x ¯ ( t ) = ˙ [ x ¯ 1 ( t ) x ¯ 2 ( t ) ] = ˙ [ q 1 ( t ) q d 1 ( t ) q ˙ 1 ( t ) q ˙ d 1 ( t ) + p ( q 1 ( t ) q d 1 ( t ) ) ]
for some constant p > 0.

From Equations (6) and (7), the error dynamic equations can be obtained as

x ¯ ˙ = [ x ¯ ˙ 1 x ¯ ˙ 2 ] = A x ¯ + B u + B w
A = [ p I I 0 A L 1 ( q 1 ) C L ( q 1 , q ˙ 1 ) ] , B = [ 0 ( M ( q 1 ) L ( q 1 ) ) 1 ] u = F ( x e ) τ , ω = τ d , and F ( x e ) = ˙ M ( q 1 ) L ( q 1 ) ( q ¨ d 1 p x ¯ ˙ 1 ) + C L ( q 1 , q ˙ 1 ) ( q ˙ d 1 p x ¯ 1 ) + G ( q 1 )

Within this problem formulation, the torques applied to the joints to guarantee the task execution are given by

τ = F ( x e ) u
where the term F(xe) refers to the dynamics of the controlled variables and u is the control law provided by the adaptive controller proposed by Chang and Chen [24].

The term F(xe) can be divided in a nominal and uncertainty part, that is,

F ( x e ) = F 0 ( x e ) + Δ F ( x e )
where term ΔF(xe) contains the uncertainties from parametric Equations (2) and (5).

In this paper, the control problem is solved based on two different approaches. In the first approach, an adaptive intelligent system is applied to estimate only the term ΔF(xe), considering that the nominal model of the robot is well known. In the second approach, it is considered that the system model or the term F0(xe) + ΔF(xe) is completely unknown, then the adaptive intelligent system is applied to estimate it. The nonlinear control and VSC are applied in both approaches to attenuate the effects of estimation errors and external disturbances.

5. Adaptive Nonlinear Controller Based on Intelligent Systems

The adaptive control laws presented as follows are based on two different learning methods to estimate uncertain parameters and also the behavior of unmodeled dynamics. Neural networks and fuzzy systems based on the Takagi–Sugeno model are considered. The structure of these intelligent systems can be seen in details in [28].

Let (xe, Θ) = Ξ(xe)Θ be the output of the adaptive intelligent system, where xe is the input vector and Θ is a vector of adjustable parameters such that ΘTΘ ≤ Mθ|Mθ > 0. Two different cases are considered in the following:

Case 1

Estimation of Model Uncertainties Based on Intelligent Systems

In this case, the nominal model of the robot is considered as well known, the intelligent system then estimates only the model uncertainties, such as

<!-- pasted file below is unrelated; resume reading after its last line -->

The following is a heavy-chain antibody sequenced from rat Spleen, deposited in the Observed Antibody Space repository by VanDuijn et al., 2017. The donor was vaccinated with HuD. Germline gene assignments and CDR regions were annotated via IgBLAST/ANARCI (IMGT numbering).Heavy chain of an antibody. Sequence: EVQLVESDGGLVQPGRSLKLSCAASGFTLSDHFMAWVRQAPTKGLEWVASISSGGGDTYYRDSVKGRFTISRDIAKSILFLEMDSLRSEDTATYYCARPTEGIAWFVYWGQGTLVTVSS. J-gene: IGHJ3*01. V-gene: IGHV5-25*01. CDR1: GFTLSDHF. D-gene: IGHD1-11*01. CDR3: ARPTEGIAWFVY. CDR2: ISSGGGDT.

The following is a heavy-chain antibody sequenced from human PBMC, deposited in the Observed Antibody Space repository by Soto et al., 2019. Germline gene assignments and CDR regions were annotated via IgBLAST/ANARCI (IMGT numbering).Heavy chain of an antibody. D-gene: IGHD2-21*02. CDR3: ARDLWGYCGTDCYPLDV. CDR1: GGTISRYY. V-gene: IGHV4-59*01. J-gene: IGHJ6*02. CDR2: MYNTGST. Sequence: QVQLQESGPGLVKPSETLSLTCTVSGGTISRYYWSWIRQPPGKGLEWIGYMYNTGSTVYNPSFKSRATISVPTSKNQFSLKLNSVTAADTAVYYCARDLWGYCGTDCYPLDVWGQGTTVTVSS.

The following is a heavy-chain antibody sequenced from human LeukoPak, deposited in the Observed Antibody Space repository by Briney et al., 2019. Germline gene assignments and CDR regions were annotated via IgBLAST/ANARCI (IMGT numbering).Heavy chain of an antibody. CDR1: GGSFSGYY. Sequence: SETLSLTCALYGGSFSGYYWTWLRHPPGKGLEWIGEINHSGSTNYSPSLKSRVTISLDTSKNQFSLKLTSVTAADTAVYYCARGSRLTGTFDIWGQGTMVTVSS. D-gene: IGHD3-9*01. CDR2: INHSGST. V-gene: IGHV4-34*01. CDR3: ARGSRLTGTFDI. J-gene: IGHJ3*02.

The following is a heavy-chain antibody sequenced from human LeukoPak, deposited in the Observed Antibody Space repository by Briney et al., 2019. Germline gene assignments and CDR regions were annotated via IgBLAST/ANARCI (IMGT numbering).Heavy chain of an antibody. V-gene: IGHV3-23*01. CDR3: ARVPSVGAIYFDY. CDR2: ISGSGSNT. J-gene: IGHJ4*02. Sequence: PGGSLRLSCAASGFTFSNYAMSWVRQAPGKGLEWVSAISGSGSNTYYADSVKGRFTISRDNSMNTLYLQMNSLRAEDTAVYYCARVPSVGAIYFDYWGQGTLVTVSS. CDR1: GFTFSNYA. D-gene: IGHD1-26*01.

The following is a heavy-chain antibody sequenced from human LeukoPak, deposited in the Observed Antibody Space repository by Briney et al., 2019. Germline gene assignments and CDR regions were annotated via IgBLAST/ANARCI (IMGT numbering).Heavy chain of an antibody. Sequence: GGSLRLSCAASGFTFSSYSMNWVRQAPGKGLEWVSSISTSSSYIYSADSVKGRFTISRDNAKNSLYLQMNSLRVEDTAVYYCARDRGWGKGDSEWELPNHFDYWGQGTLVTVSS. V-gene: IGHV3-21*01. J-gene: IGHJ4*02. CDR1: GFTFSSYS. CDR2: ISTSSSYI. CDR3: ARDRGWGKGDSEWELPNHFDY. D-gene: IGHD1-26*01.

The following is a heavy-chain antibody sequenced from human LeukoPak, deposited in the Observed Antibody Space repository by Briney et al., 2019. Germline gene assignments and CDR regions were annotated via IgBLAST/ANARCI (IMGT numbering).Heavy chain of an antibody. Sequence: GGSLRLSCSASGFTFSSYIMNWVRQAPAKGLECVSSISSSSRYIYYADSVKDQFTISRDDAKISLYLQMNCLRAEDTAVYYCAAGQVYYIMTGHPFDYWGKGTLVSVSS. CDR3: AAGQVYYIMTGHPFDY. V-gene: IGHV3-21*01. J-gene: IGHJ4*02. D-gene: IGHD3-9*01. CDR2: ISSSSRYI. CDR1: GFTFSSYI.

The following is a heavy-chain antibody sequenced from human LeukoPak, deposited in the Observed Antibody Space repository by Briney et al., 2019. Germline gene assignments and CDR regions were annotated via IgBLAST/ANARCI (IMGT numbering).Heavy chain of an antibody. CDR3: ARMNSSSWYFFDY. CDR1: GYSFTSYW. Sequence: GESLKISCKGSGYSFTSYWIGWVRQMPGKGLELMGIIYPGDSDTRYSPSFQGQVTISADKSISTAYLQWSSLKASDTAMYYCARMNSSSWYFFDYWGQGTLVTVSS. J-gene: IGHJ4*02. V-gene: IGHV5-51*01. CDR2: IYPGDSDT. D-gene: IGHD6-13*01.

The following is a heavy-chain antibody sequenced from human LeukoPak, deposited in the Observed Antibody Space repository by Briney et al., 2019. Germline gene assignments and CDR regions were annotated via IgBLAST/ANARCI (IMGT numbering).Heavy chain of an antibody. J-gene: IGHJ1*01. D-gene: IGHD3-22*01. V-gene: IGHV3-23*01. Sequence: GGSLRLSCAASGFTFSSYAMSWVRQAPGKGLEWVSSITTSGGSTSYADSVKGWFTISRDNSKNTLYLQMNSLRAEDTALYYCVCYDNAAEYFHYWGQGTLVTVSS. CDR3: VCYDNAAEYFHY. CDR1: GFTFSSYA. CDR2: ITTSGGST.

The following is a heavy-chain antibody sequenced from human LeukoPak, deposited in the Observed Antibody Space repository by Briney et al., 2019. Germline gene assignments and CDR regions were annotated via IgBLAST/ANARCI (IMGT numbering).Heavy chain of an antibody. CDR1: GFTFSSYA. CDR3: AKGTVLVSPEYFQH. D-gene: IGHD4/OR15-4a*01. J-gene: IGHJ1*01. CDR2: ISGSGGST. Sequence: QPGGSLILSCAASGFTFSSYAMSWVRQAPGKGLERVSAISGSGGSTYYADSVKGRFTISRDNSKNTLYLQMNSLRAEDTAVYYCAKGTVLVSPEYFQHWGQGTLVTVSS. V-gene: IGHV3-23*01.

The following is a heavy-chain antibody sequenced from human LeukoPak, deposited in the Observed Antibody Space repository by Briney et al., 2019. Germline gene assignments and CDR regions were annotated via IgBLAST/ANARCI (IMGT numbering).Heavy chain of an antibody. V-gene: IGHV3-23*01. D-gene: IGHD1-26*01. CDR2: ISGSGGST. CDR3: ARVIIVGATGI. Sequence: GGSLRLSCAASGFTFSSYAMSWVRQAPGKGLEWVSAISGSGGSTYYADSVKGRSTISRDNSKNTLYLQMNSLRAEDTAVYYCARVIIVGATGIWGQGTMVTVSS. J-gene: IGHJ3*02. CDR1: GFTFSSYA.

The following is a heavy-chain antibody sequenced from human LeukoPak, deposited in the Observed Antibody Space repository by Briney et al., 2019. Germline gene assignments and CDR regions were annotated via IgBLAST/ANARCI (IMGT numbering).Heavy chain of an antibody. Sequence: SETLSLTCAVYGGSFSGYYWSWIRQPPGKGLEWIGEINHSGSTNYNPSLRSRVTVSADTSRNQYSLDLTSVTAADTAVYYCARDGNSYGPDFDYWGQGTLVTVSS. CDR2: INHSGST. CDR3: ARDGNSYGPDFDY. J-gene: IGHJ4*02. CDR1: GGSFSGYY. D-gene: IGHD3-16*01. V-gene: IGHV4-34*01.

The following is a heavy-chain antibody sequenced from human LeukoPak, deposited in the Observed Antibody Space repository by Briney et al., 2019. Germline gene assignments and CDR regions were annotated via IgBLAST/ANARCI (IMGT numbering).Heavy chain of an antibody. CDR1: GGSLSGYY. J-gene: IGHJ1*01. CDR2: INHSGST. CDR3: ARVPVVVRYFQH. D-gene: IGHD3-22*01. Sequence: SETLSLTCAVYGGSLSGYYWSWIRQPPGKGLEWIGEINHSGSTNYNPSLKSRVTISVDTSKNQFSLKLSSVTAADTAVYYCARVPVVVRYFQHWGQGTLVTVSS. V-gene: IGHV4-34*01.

F ^ 1 ( x e , Θ ) Δ F ( x e )

Therefore u and ω in Equation (8) will be rewritten as

u = F 0 ( x e ) + F ^ 1 ( x e , Θ ) τ ω = ( Δ F ( x e ) F ^ 1 ( x e , Θ ) ) + τ d
so that ω includes the estimation error from the intelligent system.

Case 2

Estimation of Complete Model Based on Intelligent Systems

In this case, however, the nominal model of the robot is considered completely unknown, so the intelligent system estimates the complete model, such as

F ^ 2 ( x e , Θ ) F 0 ( x e ) + Δ F ( x e )

Therefore u and ω in Equation (8) is rewritten as

u = F ^ 2 ( x e , Θ ) τ ω = ( F ( x e ) F ^ 2 ( x e , Θ ) ) + τ d
so that ω includes the estimation error from the intelligent system.

Regarding the nonlinear control solution proposed by Chang and Chen [24] for constrained systems, define u = where = uP + uF, such that

u P = k 0 E x ¯ 2 k ( x e ) sgn ( L x ¯ 2 )
u F = J c T λ c
where uP is the +VSC control term for the position enforcement and uF is the control law for the force tracking procedure, with
E : = [ I ( n m ) 0 m × ( n m ) ] and λ c = ˙ λ d k λ 0 T ( λ λ d ) d t
for some constant gain k0, k(xe) > 0 and kλ > 0.

Theorem 1 presented in the following is a variation of the results presented in [21,23,24] with the difference that the nominal model and an intelligent system are considered rather than the linear parametrization of the robot. Thus, this theorem defines an adaptive controller to solve the same problem's position/force tracking control problems presented in these papers but with the advantage of using the known model of the robot.

Theorem 1 Given a desired disturbance attenuation level γ > 0, a weighting matrix Q and the Lyapunov candidate function V(t), the following performance criterion